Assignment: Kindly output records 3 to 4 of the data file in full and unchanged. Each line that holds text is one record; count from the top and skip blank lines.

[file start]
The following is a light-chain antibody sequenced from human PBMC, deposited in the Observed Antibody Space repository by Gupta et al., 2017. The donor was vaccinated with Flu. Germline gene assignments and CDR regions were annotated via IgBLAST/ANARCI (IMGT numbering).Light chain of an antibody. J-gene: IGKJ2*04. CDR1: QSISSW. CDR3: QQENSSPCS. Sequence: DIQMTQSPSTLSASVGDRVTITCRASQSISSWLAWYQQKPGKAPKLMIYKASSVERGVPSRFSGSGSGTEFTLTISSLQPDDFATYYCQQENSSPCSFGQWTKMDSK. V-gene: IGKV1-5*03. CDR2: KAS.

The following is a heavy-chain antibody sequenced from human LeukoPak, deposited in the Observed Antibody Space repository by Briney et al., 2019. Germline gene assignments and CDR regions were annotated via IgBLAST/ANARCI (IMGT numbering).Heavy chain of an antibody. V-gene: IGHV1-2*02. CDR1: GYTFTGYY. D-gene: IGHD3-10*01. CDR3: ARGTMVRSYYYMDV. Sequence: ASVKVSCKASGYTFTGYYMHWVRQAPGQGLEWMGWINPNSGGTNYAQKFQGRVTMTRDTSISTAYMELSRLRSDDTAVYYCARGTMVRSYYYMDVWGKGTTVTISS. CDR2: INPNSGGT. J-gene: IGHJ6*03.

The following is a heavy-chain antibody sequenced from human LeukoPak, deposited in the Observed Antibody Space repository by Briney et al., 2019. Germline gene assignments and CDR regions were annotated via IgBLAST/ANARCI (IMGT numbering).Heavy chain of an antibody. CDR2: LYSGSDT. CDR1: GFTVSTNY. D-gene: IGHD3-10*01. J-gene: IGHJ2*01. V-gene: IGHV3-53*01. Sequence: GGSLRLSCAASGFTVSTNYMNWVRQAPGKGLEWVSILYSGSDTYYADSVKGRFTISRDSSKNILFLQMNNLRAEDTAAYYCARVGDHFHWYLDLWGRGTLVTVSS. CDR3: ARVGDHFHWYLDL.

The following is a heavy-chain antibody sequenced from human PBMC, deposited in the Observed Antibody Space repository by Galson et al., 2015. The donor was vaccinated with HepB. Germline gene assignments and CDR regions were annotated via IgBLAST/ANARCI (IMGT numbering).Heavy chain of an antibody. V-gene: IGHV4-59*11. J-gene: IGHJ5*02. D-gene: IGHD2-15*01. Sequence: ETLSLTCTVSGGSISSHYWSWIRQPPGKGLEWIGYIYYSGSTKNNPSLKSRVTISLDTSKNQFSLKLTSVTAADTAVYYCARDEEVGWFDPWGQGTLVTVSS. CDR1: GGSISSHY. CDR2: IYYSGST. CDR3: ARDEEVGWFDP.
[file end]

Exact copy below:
The following is a heavy-chain antibody sequenced from human LeukoPak, deposited in the Observed Antibody Space repository by Briney et al., 2019. Germline gene assignments and CDR regions were annotated via IgBLAST/ANARCI (IMGT numbering).Heavy chain of an antibody. CDR2: LYSGSDT. CDR1: GFTVSTNY. D-gene: IGHD3-10*01. J-gene: IGHJ2*01. V-gene: IGHV3-53*01. Sequence: GGSLRLSCAASGFTVSTNYMNWVRQAPGKGLEWVSILYSGSDTYYADSVKGRFTISRDSSKNILFLQMNNLRAEDTAAYYCARVGDHFHWYLDLWGRGTLVTVSS. CDR3: ARVGDHFHWYLDL.

The following is a heavy-chain antibody sequenced from human PBMC, deposited in the Observed Antibody Space repository by Galson et al., 2015. The donor was vaccinated with HepB. Germline gene assignments and CDR regions were annotated via IgBLAST/ANARCI (IMGT numbering).Heavy chain of an antibody. V-gene: IGHV4-59*11. J-gene: IGHJ5*02. D-gene: IGHD2-15*01. Sequence: ETLSLTCTVSGGSISSHYWSWIRQPPGKGLEWIGYIYYSGSTKNNPSLKSRVTISLDTSKNQFSLKLTSVTAADTAVYYCARDEEVGWFDPWGQGTLVTVSS. CDR1: GGSISSHY. CDR2: IYYSGST. CDR3: ARDEEVGWFDP.